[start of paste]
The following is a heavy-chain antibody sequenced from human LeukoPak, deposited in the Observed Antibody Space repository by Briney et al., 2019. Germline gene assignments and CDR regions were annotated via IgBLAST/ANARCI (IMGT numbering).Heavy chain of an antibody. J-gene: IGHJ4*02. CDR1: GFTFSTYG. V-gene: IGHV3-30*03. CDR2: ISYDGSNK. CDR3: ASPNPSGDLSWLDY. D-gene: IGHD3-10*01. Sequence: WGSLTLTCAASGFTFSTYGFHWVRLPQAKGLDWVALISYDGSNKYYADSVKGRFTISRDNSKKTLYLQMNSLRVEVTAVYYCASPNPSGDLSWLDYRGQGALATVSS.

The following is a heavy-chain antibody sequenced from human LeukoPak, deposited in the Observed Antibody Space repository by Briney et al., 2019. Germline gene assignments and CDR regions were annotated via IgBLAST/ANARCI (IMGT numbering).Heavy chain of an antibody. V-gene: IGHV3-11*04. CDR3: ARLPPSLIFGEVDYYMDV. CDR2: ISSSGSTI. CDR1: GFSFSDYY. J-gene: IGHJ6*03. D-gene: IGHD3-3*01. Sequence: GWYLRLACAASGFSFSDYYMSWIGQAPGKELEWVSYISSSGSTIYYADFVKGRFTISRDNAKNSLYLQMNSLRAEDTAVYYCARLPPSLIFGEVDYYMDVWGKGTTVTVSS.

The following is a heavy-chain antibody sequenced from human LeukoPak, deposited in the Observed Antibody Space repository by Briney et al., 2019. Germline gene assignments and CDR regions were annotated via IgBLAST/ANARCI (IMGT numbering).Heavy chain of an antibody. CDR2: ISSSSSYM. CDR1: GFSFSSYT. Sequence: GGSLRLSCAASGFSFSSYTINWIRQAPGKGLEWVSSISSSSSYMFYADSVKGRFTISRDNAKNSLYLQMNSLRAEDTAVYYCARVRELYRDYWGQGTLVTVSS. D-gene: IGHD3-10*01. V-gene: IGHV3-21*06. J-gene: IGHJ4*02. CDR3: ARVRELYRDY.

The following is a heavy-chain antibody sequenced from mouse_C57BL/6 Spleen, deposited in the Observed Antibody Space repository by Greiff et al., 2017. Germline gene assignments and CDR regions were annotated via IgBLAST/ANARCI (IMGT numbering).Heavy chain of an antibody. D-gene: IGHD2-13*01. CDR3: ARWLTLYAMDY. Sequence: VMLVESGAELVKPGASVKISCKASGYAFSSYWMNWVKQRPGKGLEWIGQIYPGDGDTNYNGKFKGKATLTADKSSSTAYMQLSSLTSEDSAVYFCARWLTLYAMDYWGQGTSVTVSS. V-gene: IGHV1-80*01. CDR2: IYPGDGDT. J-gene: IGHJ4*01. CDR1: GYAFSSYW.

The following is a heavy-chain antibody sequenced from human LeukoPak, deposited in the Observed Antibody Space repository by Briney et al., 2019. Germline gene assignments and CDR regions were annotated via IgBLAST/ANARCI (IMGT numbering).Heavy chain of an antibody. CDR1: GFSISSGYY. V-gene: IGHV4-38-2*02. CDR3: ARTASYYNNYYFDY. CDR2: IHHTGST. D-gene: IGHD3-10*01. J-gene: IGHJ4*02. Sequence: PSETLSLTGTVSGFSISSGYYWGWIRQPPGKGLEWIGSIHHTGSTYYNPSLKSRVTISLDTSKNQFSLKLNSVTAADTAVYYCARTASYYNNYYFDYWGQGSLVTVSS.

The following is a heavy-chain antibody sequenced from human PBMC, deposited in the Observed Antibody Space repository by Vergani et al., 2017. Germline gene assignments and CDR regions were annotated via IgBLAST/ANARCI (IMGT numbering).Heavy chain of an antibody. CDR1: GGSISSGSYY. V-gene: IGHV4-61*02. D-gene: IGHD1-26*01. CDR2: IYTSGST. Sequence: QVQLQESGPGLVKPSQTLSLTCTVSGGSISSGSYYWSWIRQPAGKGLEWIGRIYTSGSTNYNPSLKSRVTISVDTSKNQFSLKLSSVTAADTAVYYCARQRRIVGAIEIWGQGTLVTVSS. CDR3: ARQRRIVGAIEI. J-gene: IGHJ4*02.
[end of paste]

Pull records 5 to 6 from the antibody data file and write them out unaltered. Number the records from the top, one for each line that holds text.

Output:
The following is a heavy-chain antibody sequenced from human LeukoPak, deposited in the Observed Antibody Space repository by Briney et al., 2019. Germline gene assignments and CDR regions were annotated via IgBLAST/ANARCI (IMGT numbering).Heavy chain of an antibody. CDR1: GFSISSGYY. V-gene: IGHV4-38-2*02. CDR3: ARTASYYNNYYFDY. CDR2: IHHTGST. D-gene: IGHD3-10*01. J-gene: IGHJ4*02. Sequence: PSETLSLTGTVSGFSISSGYYWGWIRQPPGKGLEWIGSIHHTGSTYYNPSLKSRVTISLDTSKNQFSLKLNSVTAADTAVYYCARTASYYNNYYFDYWGQGSLVTVSS.

The following is a heavy-chain antibody sequenced from human PBMC, deposited in the Observed Antibody Space repository by Vergani et al., 2017. Germline gene assignments and CDR regions were annotated via IgBLAST/ANARCI (IMGT numbering).Heavy chain of an antibody. CDR1: GGSISSGSYY. V-gene: IGHV4-61*02. D-gene: IGHD1-26*01. CDR2: IYTSGST. Sequence: QVQLQESGPGLVKPSQTLSLTCTVSGGSISSGSYYWSWIRQPAGKGLEWIGRIYTSGSTNYNPSLKSRVTISVDTSKNQFSLKLSSVTAADTAVYYCARQRRIVGAIEIWGQGTLVTVSS. CDR3: ARQRRIVGAIEI. J-gene: IGHJ4*02.